Student debt in the United States totals more than $1.6 trillion.
That's an eye-popping number that's ballooned in recent years, to the point that student loans are now one of the largest forms of consumer debt in the nation. It's a number that has grown significantly during the pandemic because many of those with loans took advantage of the opportunity to forgo payments for months.
More than 43 million U.S. borrowers owe money on student loans.
You'll remember the situation has become so troubling that presidential politics gets drawn into a debate over the enormous economic burden it all represents on the American public. Some federal politicians have called for a federal program to eliminate the outstanding debt. Others have argued for a way to forgive $10,000, $20,000 or even $50,000 in people's student debt.
People who have long forgotten what it was like to be a college student are still paying their obligations from their four, five or six years on campus. I've spoken with friends who carry the debt with them like a stone hung round their necks. They simply settle in and assume their monthly payments are a life sentence.
My son just graduated high school so we're inundated with enticements to take out student loans, either through the government or through private lenders. Of course, those mailings make it all sound so easy, offering multi-year loans to cover myriad expenses.
All I see in my imagination is a student digging a hole, not quite recognizing that he's caught in the deepest part of it as he keeps digging.
Just the other day I saw an email from the Arkansas Attorney General's Office warning students to "be cautious of scammers trying to take advantage." The AG's office could just as well issue a warning about legitimate student loans. They'll all quickly bury a student in money that almost seems like it's free, but the loans are setting up financial barriers to each student's post-college success from the get-go.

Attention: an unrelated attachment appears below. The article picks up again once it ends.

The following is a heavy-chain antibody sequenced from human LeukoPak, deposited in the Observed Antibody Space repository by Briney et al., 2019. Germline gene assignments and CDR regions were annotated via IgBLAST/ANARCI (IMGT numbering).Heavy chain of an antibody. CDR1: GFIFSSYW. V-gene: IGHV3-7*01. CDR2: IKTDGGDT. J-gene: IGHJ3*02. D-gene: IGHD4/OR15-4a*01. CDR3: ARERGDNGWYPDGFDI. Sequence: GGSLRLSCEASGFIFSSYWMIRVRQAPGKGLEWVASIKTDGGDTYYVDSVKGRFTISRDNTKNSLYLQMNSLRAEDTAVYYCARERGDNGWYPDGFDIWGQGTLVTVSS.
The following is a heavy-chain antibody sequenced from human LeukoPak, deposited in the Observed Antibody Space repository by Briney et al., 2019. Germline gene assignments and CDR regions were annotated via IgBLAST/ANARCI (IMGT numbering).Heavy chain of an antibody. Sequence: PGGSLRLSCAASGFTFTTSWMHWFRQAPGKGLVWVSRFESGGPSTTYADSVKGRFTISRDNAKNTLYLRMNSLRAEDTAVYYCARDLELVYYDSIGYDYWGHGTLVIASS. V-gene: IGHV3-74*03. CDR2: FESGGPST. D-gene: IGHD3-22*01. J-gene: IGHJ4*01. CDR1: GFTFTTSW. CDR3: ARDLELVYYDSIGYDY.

Naturally, some folks will say lower-income people don't stand a chance to get a college education without loans. I do not diminish the challenge paying for college presents. But so many people do not realize the decades of heartache in store for themselves after they graduate. For many, and this can certainly be the case in Arkansas, pay for someone with a college education may not set them up for success when they already have the anchor of student debt around their necks.
And how many graduate ready to capitalize on their full-time careers without realizing how that debt constrains them? Even with a college education, they simply cannot get ahead and it's exacerbated with new car purchases, a boat we all think we deserve after all the hard work, and, naturally, a house that's more than we can afford but is "necessary" because everyone else is living in a big house.
For too many people, student loans become a perpetual monthly obligation.
What's the answer? For those with existing debt, I don't know that there is one other than living below one's means and dedicating one's life to paying off the debt. For those planning for college, it means getting jobs, pursing scholarships as though their lives depend on it, and making sure any loans taken out have some reasonable relationship to the kind of pay the college degree will empower them to demand once they graduate.
Do not use student loans to finance a college "lifestyle." Do everything within your power to avoid debt. If you are using loans, limit their use to actual education expenses -- books, tuition, fees, etc. It just makes sense that if you're going to dig yourself into a hole, you ought to make it as shallow as possible.
Greg Harton is editorial page editor for the Northwest Arkansas Democrat-Gazette. Contact him by email at [email protected] or on Twitter @NWAGreg.